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J Biol Chem. 1995 Jun 2;270(22):13366-77.

Assembly of a chromosomal replication machine: two DNA polymerases, a clamp loader, and sliding clamps in one holoenzyme particle. III. Interface between two polymerases and the clamp loader.

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Microbiology Department, Cornell University Medical College, New York, New York 10021, USA.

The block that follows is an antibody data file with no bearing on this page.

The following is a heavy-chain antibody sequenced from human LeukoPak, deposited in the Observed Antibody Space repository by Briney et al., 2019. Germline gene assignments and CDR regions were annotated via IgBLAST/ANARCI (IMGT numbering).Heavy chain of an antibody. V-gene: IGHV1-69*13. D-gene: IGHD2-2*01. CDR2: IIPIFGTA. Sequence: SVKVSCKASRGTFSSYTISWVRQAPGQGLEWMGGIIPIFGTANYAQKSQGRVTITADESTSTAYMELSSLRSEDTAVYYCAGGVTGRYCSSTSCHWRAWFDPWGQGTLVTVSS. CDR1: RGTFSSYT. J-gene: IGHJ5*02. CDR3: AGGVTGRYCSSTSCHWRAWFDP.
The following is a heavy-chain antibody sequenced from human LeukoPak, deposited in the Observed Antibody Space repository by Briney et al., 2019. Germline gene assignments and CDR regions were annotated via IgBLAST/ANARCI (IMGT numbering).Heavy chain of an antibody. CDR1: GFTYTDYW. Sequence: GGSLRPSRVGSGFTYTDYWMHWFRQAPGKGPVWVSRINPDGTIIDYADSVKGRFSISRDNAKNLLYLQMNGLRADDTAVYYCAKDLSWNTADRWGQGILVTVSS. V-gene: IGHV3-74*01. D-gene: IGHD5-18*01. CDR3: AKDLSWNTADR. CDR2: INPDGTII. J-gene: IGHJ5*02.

The nine-subunit DNA polymerase (Pol) III* coupled to its beta sliding clamp is a rapid and highly processive replicating machine. The multiple subunits are needed for the complicated task of duplicating the Escherichia coli chromosome. In this report, Pol III* was constituted from individual pure proteins, and its structure was studied. Constitution of the Pol III* particle requires an ordered addition of the subunits, and the final structure contains 14 polypeptides in the ratio alpha 2 epsilon 2 theta 2 tau 2 gamma 2 delta 1 delta' 1 chi 1 psi 1. The structure can be summarized as being composed of two core polymerases (alpha epsilon theta) held together by a dimer of tau and one gamma complex clamp loader (gamma 2 delta 1 delta' 1 chi 1 psi 1) for loading beta onto DNA. At the center of the structure, the related tau and gamma subunits form a heterotetramer upon which the two core polymerases and clamp loader proteins assemble. The single copy nature of the delta, delta', chi, and psi subunits confers a structural asymmetry with respect to the two polymerases, presumably for the different functions of replicating the leading and lagging strands.

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